Victoria "Community Grid" grows, in bid to cut network costs by $30m

A Community Grid Project in Victoria’s Mornington Peninsula region that is expected to save network operator United Energy tens of millions of dollars in avoided grid upgrades, has added a key new solar and storage system to its collection of behind the meter resources.
Melbourne smart energy start-up GreenSync, which is leading the project, said last week that 7kW of rooftop PV and a 14kWh Tesla Powerwall battery had been installed at the Sorrento Community Centre.
The solar and battery system, financed through a $554,886 grant from the state governments New Energy Jobs Fund, was the latest addition to the Community Grid, which was first announced in August 2016.
The five-year pilot project has been one to watch, not least because it features a traditional network company leveraging non-network solutions to fix an age-old problem that used to mean only one thing: more poles and wires.
It does this by offering households, small businesses and community organisations – from Safety Beach across to Point Leo, Flinders and Portsea – rebates and other incentives to help them reduce or shift their electricity use voluntarily or through the use of energy smart systems.
It’s a particularly clever solution for a place like the Mornington Peninsula, where electricity demand can experience massive peaks on just a handful of hot days in the holidays, when the population doubles and air-conditioners are switched on en masse.
As we reported here, at the time of the project’s conception, it was expected to save United Energy around $30 million in avoided network investment.
GreenSync COO Bruce Thompson said last week that the new Community Centre installation was not just another resource to draw on, but also an opportunity to educate locals and visitors about renewables technology and what their households can do to help lower operating costs for everyone.
“Community centres such as this are real ‘hubs’ for the local neighbourhood. It’s a great opportunity for people to be able to come and experience this new technology, see it in practical use and understand how they might apply that in their own home or businesses,” Thompson said.
“The centre can now store up the solar power they are generating and make it available for other times of the day when the sun isn’t shining.
“The connection through GreenSync allows it to connect to the grid and provide that stored energy back to the grid when it needs it, for example, during a heatwave when the grid is at high demand.
“The funding through the Victorian Government has enabled and supported this installation. It’s a great showcase of what that grant funding can deliver as it’s all about demonstrating technology and demonstrating the technologies that will provide jobs for Victorians in the future.”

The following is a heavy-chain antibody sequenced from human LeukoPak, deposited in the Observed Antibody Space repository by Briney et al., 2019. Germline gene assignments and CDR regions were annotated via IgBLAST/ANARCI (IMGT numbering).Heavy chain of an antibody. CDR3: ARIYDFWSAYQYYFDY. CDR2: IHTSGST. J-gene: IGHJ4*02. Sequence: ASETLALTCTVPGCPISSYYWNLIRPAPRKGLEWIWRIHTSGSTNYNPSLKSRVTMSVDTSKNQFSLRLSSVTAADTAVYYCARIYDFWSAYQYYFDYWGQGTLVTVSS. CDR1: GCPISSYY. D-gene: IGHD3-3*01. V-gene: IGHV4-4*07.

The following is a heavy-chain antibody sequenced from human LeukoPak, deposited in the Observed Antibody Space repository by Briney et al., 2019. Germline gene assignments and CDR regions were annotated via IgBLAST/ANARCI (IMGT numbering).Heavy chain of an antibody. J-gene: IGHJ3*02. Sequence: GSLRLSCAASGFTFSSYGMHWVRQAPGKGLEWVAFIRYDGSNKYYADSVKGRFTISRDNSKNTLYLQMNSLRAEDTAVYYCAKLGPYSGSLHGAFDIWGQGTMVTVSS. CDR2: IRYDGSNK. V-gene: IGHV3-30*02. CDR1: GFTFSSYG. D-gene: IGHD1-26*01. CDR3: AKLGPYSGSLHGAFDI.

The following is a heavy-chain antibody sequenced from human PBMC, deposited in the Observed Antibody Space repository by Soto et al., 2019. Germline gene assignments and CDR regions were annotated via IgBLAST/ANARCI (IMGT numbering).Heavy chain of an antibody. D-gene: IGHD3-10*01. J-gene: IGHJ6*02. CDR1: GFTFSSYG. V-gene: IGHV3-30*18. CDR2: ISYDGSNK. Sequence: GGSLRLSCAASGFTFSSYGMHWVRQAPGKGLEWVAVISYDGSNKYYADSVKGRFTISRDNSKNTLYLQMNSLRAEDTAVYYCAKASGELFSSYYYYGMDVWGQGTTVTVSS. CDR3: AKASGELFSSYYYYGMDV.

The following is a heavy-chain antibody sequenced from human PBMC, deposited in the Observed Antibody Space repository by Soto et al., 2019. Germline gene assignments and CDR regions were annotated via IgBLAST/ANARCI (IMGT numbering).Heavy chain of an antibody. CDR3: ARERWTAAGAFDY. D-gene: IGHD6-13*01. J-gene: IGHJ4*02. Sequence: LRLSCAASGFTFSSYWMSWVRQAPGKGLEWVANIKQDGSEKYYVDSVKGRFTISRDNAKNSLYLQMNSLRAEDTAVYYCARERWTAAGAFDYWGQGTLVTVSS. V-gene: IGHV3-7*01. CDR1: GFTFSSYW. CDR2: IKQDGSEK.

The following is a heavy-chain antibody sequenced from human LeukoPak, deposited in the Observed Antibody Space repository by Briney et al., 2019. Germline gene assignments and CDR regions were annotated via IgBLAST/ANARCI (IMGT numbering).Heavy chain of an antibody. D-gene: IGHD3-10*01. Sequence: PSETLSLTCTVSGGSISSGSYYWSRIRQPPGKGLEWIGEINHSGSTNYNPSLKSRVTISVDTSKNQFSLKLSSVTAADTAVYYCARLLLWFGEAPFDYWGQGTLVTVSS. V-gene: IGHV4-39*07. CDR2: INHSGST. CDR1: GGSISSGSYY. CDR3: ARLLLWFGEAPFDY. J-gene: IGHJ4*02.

Indeed, education is all-important – and not just for consumers, as the latest pricing update on solar tariffs from the NSW regulator, IPART, has clearly demonstrated.
As we reported here, IPART’s draft decision – which proposes to cut the state’s solar FiT almost in half – takes the line that solar exports are “not likely” to provide system-wide net benefits for networks.
That’s not United Energy’s experience, at least.
“The Community Grid will allow us to defer expensive upgrades to the network that would have catered for just a handful of peak days, supporting us to continue delivering affordable and reliable power to homes and businesses in the Mornington Peninsula region,” said the utility’s planning and strategy manager, Rodney Bray, last week.

And local businesses get the idea, too. As reported by the Southern Peninsula News in January, Rye Hotel’s Peter Houghton was among the first businesses in the area to sign up to the project.

“Programs like this allow the whole community to benefit without the worry of ongoing or increased costs of more infrastructure,” he told the paper. “I would certainly encourage everyone to get involved in the community grid project – it’s the way of the future.”

Mornington Peninsula Shire Mayor and Nepean Ward Councillor Bryan Payne sees it as a win for local residents, as well.
“This initiative will help residents save money on their electricity in the long term and benefit their local community,” he said on Thursday.
“The Shire supports GreenSync and The Community Grid Project as it works towards assisting the community respond to climate change,” said Councillor Payne.


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